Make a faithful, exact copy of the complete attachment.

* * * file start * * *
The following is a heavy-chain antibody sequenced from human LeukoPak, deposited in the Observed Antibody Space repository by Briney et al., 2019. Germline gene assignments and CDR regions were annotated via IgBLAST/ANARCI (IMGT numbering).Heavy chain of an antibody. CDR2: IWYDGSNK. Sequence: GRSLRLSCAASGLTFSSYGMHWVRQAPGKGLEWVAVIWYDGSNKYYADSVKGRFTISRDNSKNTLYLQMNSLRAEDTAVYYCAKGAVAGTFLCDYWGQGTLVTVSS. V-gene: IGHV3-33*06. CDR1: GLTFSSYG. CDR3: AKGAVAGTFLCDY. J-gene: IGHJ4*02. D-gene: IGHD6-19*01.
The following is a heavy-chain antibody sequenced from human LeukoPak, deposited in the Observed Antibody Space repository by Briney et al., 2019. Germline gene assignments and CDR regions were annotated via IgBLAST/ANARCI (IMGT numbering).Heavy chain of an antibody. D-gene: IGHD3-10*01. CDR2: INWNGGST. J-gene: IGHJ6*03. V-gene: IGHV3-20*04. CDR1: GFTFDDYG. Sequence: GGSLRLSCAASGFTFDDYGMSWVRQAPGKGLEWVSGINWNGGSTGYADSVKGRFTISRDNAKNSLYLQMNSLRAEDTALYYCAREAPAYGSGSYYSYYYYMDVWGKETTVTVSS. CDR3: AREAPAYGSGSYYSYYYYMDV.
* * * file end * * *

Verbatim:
The following is a heavy-chain antibody sequenced from human LeukoPak, deposited in the Observed Antibody Space repository by Briney et al., 2019. Germline gene assignments and CDR regions were annotated via IgBLAST/ANARCI (IMGT numbering).Heavy chain of an antibody. CDR2: IWYDGSNK. Sequence: GRSLRLSCAASGLTFSSYGMHWVRQAPGKGLEWVAVIWYDGSNKYYADSVKGRFTISRDNSKNTLYLQMNSLRAEDTAVYYCAKGAVAGTFLCDYWGQGTLVTVSS. V-gene: IGHV3-33*06. CDR1: GLTFSSYG. CDR3: AKGAVAGTFLCDY. J-gene: IGHJ4*02. D-gene: IGHD6-19*01.
The following is a heavy-chain antibody sequenced from human LeukoPak, deposited in the Observed Antibody Space repository by Briney et al., 2019. Germline gene assignments and CDR regions were annotated via IgBLAST/ANARCI (IMGT numbering).Heavy chain of an antibody. D-gene: IGHD3-10*01. CDR2: INWNGGST. J-gene: IGHJ6*03. V-gene: IGHV3-20*04. CDR1: GFTFDDYG. Sequence: GGSLRLSCAASGFTFDDYGMSWVRQAPGKGLEWVSGINWNGGSTGYADSVKGRFTISRDNAKNSLYLQMNSLRAEDTALYYCAREAPAYGSGSYYSYYYYMDVWGKETTVTVSS. CDR3: AREAPAYGSGSYYSYYYYMDV.